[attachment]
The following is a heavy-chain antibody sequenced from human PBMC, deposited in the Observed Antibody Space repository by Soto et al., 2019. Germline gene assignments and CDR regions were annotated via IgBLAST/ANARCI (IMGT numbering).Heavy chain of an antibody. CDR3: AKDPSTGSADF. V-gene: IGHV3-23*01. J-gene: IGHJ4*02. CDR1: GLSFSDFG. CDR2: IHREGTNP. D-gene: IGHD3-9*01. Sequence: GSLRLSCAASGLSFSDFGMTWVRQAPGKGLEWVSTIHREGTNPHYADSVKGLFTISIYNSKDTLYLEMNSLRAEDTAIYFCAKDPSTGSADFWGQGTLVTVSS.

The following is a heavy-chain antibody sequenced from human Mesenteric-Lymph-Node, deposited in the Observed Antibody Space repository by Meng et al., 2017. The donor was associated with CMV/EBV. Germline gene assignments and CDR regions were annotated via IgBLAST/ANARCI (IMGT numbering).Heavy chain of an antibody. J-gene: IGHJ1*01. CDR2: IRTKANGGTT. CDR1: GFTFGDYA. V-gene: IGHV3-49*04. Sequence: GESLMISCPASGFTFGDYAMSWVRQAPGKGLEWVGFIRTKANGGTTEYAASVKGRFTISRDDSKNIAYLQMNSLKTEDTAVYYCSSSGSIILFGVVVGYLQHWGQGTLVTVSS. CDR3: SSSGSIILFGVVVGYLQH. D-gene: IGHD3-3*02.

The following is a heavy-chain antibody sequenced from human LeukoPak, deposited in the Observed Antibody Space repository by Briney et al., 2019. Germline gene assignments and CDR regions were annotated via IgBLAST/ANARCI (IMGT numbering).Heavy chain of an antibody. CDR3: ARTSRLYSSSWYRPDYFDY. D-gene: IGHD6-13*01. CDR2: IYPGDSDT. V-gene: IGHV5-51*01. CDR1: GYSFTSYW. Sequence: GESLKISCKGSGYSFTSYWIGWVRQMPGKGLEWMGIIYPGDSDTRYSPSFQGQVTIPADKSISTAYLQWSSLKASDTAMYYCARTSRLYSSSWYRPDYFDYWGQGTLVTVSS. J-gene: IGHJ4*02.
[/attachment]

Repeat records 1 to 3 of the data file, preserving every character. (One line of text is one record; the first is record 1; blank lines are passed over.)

The following is a heavy-chain antibody sequenced from human PBMC, deposited in the Observed Antibody Space repository by Soto et al., 2019. Germline gene assignments and CDR regions were annotated via IgBLAST/ANARCI (IMGT numbering).Heavy chain of an antibody. CDR3: AKDPSTGSADF. V-gene: IGHV3-23*01. J-gene: IGHJ4*02. CDR1: GLSFSDFG. CDR2: IHREGTNP. D-gene: IGHD3-9*01. Sequence: GSLRLSCAASGLSFSDFGMTWVRQAPGKGLEWVSTIHREGTNPHYADSVKGLFTISIYNSKDTLYLEMNSLRAEDTAIYFCAKDPSTGSADFWGQGTLVTVSS.

The following is a heavy-chain antibody sequenced from human Mesenteric-Lymph-Node, deposited in the Observed Antibody Space repository by Meng et al., 2017. The donor was associated with CMV/EBV. Germline gene assignments and CDR regions were annotated via IgBLAST/ANARCI (IMGT numbering).Heavy chain of an antibody. J-gene: IGHJ1*01. CDR2: IRTKANGGTT. CDR1: GFTFGDYA. V-gene: IGHV3-49*04. Sequence: GESLMISCPASGFTFGDYAMSWVRQAPGKGLEWVGFIRTKANGGTTEYAASVKGRFTISRDDSKNIAYLQMNSLKTEDTAVYYCSSSGSIILFGVVVGYLQHWGQGTLVTVSS. CDR3: SSSGSIILFGVVVGYLQH. D-gene: IGHD3-3*02.

The following is a heavy-chain antibody sequenced from human LeukoPak, deposited in the Observed Antibody Space repository by Briney et al., 2019. Germline gene assignments and CDR regions were annotated via IgBLAST/ANARCI (IMGT numbering).Heavy chain of an antibody. CDR3: ARTSRLYSSSWYRPDYFDY. D-gene: IGHD6-13*01. CDR2: IYPGDSDT. V-gene: IGHV5-51*01. CDR1: GYSFTSYW. Sequence: GESLKISCKGSGYSFTSYWIGWVRQMPGKGLEWMGIIYPGDSDTRYSPSFQGQVTIPADKSISTAYLQWSSLKASDTAMYYCARTSRLYSSSWYRPDYFDYWGQGTLVTVSS. J-gene: IGHJ4*02.